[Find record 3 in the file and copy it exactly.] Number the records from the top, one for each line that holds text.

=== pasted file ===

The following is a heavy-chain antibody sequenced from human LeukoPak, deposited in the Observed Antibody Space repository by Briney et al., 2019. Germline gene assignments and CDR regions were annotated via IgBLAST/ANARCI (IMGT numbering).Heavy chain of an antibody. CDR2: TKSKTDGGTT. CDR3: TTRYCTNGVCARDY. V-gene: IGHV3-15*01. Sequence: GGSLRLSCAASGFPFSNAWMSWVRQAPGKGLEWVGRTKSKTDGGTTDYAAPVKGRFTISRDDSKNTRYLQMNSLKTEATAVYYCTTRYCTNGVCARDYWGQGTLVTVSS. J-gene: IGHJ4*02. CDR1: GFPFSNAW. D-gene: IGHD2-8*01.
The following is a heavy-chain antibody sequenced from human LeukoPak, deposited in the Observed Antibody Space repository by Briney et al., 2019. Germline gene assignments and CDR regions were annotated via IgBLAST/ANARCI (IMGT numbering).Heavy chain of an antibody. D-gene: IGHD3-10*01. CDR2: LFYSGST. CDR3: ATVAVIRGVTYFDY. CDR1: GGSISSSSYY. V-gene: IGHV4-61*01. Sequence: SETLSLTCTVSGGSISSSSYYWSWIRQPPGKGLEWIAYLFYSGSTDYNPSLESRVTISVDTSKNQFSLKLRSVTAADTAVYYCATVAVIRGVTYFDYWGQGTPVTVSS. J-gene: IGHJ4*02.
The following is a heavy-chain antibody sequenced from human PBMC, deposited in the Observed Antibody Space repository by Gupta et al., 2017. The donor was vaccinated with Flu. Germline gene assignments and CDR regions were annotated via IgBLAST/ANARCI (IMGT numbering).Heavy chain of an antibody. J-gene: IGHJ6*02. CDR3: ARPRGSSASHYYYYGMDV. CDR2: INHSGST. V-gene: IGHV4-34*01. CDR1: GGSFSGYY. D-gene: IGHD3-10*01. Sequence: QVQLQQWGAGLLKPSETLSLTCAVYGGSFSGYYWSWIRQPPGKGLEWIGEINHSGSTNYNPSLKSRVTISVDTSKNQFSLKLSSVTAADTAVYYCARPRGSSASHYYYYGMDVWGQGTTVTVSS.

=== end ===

The following is a heavy-chain antibody sequenced from human PBMC, deposited in the Observed Antibody Space repository by Gupta et al., 2017. The donor was vaccinated with Flu. Germline gene assignments and CDR regions were annotated via IgBLAST/ANARCI (IMGT numbering).Heavy chain of an antibody. J-gene: IGHJ6*02. CDR3: ARPRGSSASHYYYYGMDV. CDR2: INHSGST. V-gene: IGHV4-34*01. CDR1: GGSFSGYY. D-gene: IGHD3-10*01. Sequence: QVQLQQWGAGLLKPSETLSLTCAVYGGSFSGYYWSWIRQPPGKGLEWIGEINHSGSTNYNPSLKSRVTISVDTSKNQFSLKLSSVTAADTAVYYCARPRGSSASHYYYYGMDVWGQGTTVTVSS.